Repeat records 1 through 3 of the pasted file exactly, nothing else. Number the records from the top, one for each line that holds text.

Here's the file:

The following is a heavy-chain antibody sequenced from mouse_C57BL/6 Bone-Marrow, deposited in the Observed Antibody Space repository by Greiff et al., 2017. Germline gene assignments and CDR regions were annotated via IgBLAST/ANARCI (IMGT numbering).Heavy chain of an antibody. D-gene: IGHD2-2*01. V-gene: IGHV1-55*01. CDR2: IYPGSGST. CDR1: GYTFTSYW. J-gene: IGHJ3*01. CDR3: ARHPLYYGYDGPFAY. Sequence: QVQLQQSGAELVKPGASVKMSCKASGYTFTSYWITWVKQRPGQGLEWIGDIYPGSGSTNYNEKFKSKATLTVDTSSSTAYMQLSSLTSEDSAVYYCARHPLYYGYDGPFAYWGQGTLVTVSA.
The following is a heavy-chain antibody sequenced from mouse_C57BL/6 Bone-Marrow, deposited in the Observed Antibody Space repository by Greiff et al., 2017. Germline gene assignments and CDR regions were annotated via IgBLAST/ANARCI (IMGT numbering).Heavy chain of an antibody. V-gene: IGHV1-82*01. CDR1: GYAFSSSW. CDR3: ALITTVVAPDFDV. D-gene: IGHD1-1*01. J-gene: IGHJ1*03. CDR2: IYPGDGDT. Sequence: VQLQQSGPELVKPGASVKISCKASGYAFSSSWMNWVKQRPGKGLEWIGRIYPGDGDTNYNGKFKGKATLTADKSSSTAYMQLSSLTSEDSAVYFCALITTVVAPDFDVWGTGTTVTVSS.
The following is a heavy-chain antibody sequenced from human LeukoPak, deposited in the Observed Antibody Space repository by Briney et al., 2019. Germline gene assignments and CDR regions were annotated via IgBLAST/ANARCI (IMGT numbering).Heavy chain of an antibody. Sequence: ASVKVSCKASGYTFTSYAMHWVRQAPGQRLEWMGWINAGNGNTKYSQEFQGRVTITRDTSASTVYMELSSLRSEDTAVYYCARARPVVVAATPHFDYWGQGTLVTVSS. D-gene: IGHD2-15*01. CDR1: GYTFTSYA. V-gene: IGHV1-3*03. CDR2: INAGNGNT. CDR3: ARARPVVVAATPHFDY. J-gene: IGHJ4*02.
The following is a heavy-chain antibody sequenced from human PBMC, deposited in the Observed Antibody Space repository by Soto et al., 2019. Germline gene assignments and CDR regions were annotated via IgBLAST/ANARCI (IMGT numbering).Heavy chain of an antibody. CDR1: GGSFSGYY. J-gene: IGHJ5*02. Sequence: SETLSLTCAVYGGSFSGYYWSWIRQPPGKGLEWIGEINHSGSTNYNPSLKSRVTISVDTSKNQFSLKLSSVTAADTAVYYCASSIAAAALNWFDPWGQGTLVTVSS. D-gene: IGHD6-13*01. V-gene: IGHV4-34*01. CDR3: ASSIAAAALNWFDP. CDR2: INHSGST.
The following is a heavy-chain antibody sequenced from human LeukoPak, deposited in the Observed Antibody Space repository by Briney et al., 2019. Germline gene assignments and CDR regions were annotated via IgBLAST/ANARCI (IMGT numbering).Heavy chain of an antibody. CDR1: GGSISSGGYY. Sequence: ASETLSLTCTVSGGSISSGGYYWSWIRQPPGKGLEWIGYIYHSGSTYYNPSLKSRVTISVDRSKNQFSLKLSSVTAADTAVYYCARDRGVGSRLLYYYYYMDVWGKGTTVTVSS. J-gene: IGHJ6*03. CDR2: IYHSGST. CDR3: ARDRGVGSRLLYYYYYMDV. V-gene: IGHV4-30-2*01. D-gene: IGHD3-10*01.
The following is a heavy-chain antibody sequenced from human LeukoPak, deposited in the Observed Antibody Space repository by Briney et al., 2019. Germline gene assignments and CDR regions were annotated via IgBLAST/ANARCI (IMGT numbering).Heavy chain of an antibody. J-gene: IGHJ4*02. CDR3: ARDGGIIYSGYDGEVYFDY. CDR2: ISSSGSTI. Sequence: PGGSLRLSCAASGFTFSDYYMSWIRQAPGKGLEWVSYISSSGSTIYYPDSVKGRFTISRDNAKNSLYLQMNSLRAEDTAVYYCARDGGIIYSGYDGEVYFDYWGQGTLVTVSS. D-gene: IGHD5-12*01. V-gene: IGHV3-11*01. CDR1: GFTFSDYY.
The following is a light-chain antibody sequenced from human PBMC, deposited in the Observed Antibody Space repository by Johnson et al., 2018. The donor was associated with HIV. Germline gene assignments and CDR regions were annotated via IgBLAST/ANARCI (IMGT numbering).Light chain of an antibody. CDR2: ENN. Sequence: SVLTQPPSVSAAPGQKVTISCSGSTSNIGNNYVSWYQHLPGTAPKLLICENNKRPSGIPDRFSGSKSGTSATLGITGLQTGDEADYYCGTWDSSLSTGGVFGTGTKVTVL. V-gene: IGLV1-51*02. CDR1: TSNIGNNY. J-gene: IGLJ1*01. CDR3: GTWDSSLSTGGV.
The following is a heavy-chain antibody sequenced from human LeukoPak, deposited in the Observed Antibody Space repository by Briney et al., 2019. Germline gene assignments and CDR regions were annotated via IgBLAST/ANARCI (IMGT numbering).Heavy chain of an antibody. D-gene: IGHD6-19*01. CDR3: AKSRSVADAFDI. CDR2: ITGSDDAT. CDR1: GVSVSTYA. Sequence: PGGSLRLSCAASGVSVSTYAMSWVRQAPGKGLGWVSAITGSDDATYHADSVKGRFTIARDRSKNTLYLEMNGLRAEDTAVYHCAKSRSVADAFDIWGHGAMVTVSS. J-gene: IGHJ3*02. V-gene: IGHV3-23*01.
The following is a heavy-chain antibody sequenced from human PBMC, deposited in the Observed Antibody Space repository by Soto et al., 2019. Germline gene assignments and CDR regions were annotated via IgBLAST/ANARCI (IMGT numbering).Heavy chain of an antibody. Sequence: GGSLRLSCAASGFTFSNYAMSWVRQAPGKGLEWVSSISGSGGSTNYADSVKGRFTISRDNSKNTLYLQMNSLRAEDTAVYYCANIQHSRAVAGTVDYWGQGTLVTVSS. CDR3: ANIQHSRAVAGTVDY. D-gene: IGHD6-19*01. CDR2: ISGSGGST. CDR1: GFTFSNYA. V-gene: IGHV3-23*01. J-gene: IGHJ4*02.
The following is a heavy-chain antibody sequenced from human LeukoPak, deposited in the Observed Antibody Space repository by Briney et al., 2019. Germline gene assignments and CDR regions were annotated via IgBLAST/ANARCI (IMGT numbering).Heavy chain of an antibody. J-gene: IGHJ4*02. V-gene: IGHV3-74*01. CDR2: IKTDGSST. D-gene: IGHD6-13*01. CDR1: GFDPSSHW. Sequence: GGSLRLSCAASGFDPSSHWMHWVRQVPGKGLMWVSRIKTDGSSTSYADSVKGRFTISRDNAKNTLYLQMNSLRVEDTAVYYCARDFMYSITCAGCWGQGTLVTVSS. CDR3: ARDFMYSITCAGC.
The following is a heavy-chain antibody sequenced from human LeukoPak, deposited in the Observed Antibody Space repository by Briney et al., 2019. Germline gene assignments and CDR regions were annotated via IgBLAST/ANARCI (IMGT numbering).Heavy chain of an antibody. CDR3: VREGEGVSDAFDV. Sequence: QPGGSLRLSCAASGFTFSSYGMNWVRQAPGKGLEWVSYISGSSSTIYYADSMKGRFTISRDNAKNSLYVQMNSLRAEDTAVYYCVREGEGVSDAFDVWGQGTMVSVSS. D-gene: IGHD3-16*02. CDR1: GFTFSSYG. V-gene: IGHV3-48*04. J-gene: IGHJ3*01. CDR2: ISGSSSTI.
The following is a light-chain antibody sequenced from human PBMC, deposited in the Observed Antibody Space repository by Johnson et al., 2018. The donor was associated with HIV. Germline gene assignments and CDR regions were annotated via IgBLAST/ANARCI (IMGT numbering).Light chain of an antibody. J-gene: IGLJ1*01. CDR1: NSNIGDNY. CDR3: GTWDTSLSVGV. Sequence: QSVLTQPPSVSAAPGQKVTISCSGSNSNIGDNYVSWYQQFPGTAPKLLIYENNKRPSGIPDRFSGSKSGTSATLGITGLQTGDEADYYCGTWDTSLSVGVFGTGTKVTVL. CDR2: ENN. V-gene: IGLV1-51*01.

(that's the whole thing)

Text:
The following is a heavy-chain antibody sequenced from mouse_C57BL/6 Bone-Marrow, deposited in the Observed Antibody Space repository by Greiff et al., 2017. Germline gene assignments and CDR regions were annotated via IgBLAST/ANARCI (IMGT numbering).Heavy chain of an antibody. D-gene: IGHD2-2*01. V-gene: IGHV1-55*01. CDR2: IYPGSGST. CDR1: GYTFTSYW. J-gene: IGHJ3*01. CDR3: ARHPLYYGYDGPFAY. Sequence: QVQLQQSGAELVKPGASVKMSCKASGYTFTSYWITWVKQRPGQGLEWIGDIYPGSGSTNYNEKFKSKATLTVDTSSSTAYMQLSSLTSEDSAVYYCARHPLYYGYDGPFAYWGQGTLVTVSA.
The following is a heavy-chain antibody sequenced from mouse_C57BL/6 Bone-Marrow, deposited in the Observed Antibody Space repository by Greiff et al., 2017. Germline gene assignments and CDR regions were annotated via IgBLAST/ANARCI (IMGT numbering).Heavy chain of an antibody. V-gene: IGHV1-82*01. CDR1: GYAFSSSW. CDR3: ALITTVVAPDFDV. D-gene: IGHD1-1*01. J-gene: IGHJ1*03. CDR2: IYPGDGDT. Sequence: VQLQQSGPELVKPGASVKISCKASGYAFSSSWMNWVKQRPGKGLEWIGRIYPGDGDTNYNGKFKGKATLTADKSSSTAYMQLSSLTSEDSAVYFCALITTVVAPDFDVWGTGTTVTVSS.
The following is a heavy-chain antibody sequenced from human LeukoPak, deposited in the Observed Antibody Space repository by Briney et al., 2019. Germline gene assignments and CDR regions were annotated via IgBLAST/ANARCI (IMGT numbering).Heavy chain of an antibody. Sequence: ASVKVSCKASGYTFTSYAMHWVRQAPGQRLEWMGWINAGNGNTKYSQEFQGRVTITRDTSASTVYMELSSLRSEDTAVYYCARARPVVVAATPHFDYWGQGTLVTVSS. D-gene: IGHD2-15*01. CDR1: GYTFTSYA. V-gene: IGHV1-3*03. CDR2: INAGNGNT. CDR3: ARARPVVVAATPHFDY. J-gene: IGHJ4*02.